Posted by: bopia | December 22, 2010 3:48 PM | Report abuse

Communist Party USA Reveals: We're Using the Democrat Party
Snidely Whiplash
Snidely Whiplash, Yahoo! Contributor Network
Dec 3, 2010 "Contribute content like this. Start Here."

...Not too awful long ago I wrote about the Communist Party USA and their support for many of the identical principles endorsed by the Democrat Party here in the US. I listed the various similarities but now I have some
even more honest words from the Communists themselves. Joe Sims, co-editor of the Communist Party USA online magazine Peoples World states among other things "the possibility that the communists may be able to "capture' the Democratic Party entirely." Read that slowly and carefully..."the possibility that the communists may be able to "capture' the Democratic Party entirely."

Joe Sims is a proud little Commie. He goes on to brag that among other things, "heightened class and democratic struggle...all have combined to produce an unprecedented situation - and opportunity." How long have I been railing on against this Democrat Party effort to frame the current political debate as one of class? Clearly even the ones seeking to wage this struggle freely admit that is their effort and how said effort is an "opportunity" for them?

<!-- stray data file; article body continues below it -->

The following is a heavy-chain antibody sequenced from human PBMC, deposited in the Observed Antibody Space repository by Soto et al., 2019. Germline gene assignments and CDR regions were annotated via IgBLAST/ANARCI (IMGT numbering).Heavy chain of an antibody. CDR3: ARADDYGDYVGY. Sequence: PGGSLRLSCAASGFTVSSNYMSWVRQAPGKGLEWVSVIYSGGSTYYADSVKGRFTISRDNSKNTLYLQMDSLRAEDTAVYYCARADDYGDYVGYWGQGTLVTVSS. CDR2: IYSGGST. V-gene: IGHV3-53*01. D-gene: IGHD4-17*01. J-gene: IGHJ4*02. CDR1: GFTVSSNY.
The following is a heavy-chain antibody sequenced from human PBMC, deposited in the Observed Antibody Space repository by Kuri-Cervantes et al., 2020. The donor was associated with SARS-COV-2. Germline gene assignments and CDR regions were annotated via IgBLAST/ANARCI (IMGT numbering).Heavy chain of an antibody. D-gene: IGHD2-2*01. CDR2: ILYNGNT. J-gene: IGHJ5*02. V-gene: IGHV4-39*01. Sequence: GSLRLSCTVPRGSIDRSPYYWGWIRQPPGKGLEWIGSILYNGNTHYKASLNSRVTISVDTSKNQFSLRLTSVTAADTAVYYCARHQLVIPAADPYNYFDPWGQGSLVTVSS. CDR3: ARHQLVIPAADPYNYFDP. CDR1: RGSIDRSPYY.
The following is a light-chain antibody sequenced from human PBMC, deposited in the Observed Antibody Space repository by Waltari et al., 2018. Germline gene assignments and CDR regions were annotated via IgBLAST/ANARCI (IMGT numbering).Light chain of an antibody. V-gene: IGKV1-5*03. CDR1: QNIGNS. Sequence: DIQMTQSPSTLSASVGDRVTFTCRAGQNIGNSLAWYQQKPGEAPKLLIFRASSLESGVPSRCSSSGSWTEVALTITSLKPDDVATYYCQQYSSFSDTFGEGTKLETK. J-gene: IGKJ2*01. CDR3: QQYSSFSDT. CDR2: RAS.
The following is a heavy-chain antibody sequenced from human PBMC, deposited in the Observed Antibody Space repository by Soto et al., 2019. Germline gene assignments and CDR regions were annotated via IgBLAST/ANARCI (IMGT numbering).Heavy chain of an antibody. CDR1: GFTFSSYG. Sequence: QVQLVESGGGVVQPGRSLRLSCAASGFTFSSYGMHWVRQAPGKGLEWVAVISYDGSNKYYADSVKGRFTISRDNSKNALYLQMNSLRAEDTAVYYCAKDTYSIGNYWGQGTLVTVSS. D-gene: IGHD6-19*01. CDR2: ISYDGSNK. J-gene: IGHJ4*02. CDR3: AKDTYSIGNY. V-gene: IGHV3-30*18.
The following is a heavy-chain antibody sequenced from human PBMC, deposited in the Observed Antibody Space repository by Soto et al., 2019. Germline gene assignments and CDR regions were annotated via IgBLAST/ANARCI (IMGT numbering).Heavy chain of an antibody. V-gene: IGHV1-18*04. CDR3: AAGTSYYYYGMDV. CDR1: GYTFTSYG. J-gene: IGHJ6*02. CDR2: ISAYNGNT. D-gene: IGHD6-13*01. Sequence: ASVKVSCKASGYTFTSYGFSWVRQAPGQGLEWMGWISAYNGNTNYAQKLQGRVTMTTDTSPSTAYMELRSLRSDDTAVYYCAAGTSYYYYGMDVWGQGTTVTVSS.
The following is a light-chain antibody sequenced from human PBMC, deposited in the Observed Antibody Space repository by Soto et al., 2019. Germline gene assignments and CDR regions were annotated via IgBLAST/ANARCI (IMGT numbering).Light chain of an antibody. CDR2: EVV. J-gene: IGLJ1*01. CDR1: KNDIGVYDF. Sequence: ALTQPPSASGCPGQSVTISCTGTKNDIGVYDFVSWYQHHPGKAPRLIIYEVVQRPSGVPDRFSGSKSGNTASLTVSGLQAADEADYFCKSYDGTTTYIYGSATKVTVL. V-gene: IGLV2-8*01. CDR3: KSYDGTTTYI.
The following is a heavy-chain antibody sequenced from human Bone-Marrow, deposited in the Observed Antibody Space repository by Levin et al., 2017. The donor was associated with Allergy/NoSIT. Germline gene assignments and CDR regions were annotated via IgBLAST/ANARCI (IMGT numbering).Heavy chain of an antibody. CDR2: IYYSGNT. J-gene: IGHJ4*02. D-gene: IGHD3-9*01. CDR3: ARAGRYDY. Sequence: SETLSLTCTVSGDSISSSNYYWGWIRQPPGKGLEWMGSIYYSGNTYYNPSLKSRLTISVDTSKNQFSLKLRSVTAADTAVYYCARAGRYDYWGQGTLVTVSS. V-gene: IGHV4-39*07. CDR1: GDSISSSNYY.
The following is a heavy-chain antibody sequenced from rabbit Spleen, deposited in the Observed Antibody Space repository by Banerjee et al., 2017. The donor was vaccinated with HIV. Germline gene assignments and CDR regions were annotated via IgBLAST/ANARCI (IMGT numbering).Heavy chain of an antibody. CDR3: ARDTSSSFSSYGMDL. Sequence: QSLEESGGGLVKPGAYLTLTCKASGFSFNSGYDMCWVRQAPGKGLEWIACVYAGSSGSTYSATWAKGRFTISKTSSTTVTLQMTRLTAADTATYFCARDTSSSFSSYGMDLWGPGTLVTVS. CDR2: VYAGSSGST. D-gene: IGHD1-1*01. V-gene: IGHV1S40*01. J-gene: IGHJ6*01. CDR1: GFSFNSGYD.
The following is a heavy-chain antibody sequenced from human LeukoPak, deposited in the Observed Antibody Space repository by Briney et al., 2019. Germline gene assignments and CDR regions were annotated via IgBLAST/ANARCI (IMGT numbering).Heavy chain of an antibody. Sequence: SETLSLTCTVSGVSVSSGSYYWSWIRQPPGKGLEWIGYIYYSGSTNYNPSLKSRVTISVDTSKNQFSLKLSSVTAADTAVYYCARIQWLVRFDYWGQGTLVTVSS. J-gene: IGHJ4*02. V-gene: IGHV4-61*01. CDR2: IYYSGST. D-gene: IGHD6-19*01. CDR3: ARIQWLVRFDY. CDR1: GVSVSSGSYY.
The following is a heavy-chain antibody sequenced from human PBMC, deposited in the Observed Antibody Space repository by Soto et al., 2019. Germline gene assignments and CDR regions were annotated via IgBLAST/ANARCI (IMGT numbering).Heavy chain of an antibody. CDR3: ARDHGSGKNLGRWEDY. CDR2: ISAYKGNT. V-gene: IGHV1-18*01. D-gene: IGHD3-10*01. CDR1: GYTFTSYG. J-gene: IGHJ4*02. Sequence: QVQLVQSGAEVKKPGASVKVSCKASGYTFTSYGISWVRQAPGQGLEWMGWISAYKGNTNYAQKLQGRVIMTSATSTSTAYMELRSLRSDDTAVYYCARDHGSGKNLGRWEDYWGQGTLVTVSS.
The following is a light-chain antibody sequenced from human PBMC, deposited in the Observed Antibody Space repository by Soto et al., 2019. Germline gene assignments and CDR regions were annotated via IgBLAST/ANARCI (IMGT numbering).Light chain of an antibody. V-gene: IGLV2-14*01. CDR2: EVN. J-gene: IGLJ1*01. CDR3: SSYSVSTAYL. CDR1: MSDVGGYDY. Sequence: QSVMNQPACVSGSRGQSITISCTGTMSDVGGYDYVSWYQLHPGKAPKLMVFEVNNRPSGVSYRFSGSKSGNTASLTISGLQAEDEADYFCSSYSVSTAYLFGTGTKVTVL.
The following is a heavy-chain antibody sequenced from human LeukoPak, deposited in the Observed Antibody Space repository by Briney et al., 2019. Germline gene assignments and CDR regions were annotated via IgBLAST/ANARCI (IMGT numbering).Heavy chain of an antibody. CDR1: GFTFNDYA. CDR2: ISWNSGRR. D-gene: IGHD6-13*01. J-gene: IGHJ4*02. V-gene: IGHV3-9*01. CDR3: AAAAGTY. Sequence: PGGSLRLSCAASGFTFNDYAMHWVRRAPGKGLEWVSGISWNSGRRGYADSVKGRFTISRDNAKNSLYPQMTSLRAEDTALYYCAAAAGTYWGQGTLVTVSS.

They are seeking to destroy this nation and they are using Democrats to wage class warfare, pitting imaginary groups of haves against equally imaginary underclasses. The US has no class structure at all...never has. Monarchies had them. Europe had them. China had them. India had them, but the US NEVER had them. NEVER! For anyone over 40 or so, does this sound like a good thing? Do ya remember the old time Communists?